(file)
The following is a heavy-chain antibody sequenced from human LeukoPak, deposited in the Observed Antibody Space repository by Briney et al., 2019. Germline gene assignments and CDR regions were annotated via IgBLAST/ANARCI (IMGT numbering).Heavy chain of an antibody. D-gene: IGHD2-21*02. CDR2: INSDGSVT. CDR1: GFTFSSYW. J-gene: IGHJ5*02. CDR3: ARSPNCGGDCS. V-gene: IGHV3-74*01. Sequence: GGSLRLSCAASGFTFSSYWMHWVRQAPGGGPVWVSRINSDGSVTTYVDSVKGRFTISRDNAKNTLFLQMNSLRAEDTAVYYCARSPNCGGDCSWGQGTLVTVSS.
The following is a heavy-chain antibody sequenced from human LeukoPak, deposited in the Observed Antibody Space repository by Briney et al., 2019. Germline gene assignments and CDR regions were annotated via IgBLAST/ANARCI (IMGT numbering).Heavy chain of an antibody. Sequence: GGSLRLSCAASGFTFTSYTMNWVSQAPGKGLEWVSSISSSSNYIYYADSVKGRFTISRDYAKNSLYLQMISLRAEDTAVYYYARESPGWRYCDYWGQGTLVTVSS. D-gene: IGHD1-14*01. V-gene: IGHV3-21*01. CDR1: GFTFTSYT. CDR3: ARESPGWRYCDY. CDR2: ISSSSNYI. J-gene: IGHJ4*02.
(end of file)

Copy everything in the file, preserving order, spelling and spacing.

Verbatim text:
The following is a heavy-chain antibody sequenced from human LeukoPak, deposited in the Observed Antibody Space repository by Briney et al., 2019. Germline gene assignments and CDR regions were annotated via IgBLAST/ANARCI (IMGT numbering).Heavy chain of an antibody. D-gene: IGHD2-21*02. CDR2: INSDGSVT. CDR1: GFTFSSYW. J-gene: IGHJ5*02. CDR3: ARSPNCGGDCS. V-gene: IGHV3-74*01. Sequence: GGSLRLSCAASGFTFSSYWMHWVRQAPGGGPVWVSRINSDGSVTTYVDSVKGRFTISRDNAKNTLFLQMNSLRAEDTAVYYCARSPNCGGDCSWGQGTLVTVSS.
The following is a heavy-chain antibody sequenced from human LeukoPak, deposited in the Observed Antibody Space repository by Briney et al., 2019. Germline gene assignments and CDR regions were annotated via IgBLAST/ANARCI (IMGT numbering).Heavy chain of an antibody. Sequence: GGSLRLSCAASGFTFTSYTMNWVSQAPGKGLEWVSSISSSSNYIYYADSVKGRFTISRDYAKNSLYLQMISLRAEDTAVYYYARESPGWRYCDYWGQGTLVTVSS. D-gene: IGHD1-14*01. V-gene: IGHV3-21*01. CDR1: GFTFTSYT. CDR3: ARESPGWRYCDY. CDR2: ISSSSNYI. J-gene: IGHJ4*02.